Have you noticed any feedback that’s unique to an Australian audience? We actually launch everything in Australia first [because] we’ve seen historically Australia is always the first and the quickest to adopt whatever we launch. It allows us to launch something, give it to a lot of users and get feedback on how to make it better before we take it global to everyone else.
Tinder is part of a new generation of apps that have drastically altered the ways in which we communicate, particularly when it comes to the landscape of contemporary dating.
Do you think you’ll ever be able to process the knowledge that you’ve played a part in radically altering such a fundamental human ritual? No. I think for me the greatest experience is when people tell me about how it’s changed their lives and how they met their love of their life. Some of the stories I’ve heard are better than Shakespeare. That is the best experience. It feels amazing having a positive impact on people’s lives, you talk to anyone of a certain age and you ask them what is the most important thing about your life looking back and it’s the people that they met, their husband or wife. And if you can bring that to someone’s life that’s the greatest gift.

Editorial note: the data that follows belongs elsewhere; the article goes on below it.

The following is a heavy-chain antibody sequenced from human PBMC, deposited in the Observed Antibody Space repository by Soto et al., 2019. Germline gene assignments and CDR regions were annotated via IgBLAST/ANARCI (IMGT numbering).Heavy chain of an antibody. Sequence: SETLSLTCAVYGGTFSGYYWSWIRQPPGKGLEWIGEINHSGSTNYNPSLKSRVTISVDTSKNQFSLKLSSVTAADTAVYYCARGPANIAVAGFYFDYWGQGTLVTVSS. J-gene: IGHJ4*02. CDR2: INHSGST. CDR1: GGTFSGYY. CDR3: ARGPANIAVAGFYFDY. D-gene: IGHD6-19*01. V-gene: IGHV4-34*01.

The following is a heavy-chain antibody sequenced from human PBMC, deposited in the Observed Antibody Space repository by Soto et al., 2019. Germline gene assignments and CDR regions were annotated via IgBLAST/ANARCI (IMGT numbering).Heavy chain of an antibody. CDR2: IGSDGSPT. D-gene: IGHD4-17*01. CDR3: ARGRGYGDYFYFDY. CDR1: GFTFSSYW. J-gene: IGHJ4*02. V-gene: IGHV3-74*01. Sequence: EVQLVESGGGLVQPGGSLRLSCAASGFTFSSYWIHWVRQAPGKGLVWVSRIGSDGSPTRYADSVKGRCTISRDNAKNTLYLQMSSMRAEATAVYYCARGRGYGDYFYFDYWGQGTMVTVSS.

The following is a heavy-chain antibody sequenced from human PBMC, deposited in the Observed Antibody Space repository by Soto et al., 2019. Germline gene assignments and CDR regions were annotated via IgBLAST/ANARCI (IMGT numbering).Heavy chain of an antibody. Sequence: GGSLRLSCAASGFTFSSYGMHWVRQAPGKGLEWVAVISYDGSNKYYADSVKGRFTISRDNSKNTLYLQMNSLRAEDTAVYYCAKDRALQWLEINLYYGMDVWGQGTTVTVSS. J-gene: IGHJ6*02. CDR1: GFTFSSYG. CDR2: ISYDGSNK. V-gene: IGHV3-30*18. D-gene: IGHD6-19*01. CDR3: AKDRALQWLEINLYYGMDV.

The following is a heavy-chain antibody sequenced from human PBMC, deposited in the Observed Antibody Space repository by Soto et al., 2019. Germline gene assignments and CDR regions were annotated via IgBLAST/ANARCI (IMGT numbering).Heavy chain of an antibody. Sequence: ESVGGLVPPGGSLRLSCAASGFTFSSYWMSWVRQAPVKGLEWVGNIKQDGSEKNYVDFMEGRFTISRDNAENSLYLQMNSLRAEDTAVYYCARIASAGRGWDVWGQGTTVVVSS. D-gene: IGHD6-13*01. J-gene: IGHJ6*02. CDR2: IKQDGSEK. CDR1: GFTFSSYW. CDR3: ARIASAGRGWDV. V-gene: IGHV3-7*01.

Conversely, with great power comes great responsibility. What do you consider to be the greatest challenge that A) Tinder faces as a brand, and B), that you face personally? I think the bigger we get, for any company, as you scale, you need to maintain quality. Certain things that worked when we had 100,000 users no longer work when we have three million users. So that is, I think, a challenge.